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Americana Rugs

Written by Anmy Leuthold
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Now, Americana rugs are predominantly used for its aesthetics, and are no longer used for utility or as a recreational get away. In a simple, but chic way, it serves as a means to decorate and beautify the household. Country living rugs are a way to warm not just the toes, but more importantly, they are a way to cozy the heart. Like a fire in a fireplace, it gives the home a charming, country style and feel that can warm the soul and settle into your heart.

Principally, Americana rugs were born from a desolate atmosphere of famine, freezing cold, and Indian arrows, made as a utility for keeping chill off the floors.
Apparently, rug making was also used as recreation. They were a means for a leisure escape for their makers. But the entertaining side of rug making was merely a small facet of a livelihood that was primarily motivated by necessity.

Americana Rugs for your Country Style Home

Flowers, geometrical and abstract patterns, and pictorial scenes with landscapes and animals were favorite designs of early-American rugs. They usually look their best in most simply decorated rooms. Washable cotton rugs are utilized in bathrooms and bedrooms; woolen rugs are useful for downstairs rooms. Oval and round braided rugs and hooked rugs are the most desirable of all the Americana area rugs.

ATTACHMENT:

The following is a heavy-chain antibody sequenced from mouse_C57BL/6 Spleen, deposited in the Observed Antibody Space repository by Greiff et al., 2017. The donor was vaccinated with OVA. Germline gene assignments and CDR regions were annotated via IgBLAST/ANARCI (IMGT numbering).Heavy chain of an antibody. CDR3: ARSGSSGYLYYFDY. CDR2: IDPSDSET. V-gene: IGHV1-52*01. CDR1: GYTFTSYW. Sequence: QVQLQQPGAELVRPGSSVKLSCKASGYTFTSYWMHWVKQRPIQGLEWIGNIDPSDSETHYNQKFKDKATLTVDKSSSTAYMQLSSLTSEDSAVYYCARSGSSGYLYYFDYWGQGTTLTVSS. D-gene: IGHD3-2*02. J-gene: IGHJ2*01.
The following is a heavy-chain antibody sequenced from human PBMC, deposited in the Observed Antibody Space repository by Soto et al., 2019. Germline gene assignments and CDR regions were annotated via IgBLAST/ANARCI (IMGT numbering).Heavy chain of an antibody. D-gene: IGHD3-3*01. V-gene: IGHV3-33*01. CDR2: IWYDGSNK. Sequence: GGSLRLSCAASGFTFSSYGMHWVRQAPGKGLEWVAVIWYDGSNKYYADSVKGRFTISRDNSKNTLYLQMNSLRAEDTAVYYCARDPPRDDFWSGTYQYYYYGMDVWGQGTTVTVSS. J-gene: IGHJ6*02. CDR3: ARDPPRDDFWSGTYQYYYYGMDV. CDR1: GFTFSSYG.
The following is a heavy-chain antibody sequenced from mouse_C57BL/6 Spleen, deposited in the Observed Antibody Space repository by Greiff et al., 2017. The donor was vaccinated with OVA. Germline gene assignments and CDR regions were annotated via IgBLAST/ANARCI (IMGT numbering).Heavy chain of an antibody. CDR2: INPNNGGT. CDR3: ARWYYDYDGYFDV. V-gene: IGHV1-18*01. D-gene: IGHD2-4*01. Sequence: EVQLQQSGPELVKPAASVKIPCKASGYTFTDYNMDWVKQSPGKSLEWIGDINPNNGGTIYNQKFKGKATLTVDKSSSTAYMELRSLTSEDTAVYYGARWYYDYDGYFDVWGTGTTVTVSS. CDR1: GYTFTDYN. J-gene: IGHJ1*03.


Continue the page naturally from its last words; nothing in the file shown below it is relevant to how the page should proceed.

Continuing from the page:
There are several different procedures to making Americana rugs. For braided area rugs, strips of antiquated cloth were plaited and then wound flat in a circle or oval. In traditional patchwork rugs, scraps of cloth were sewn on unsophisticated woolen cloth. For hooked rugs, the most popular Americana rug, thin strips of old woolen or cotton material were hooked together to make a rug.


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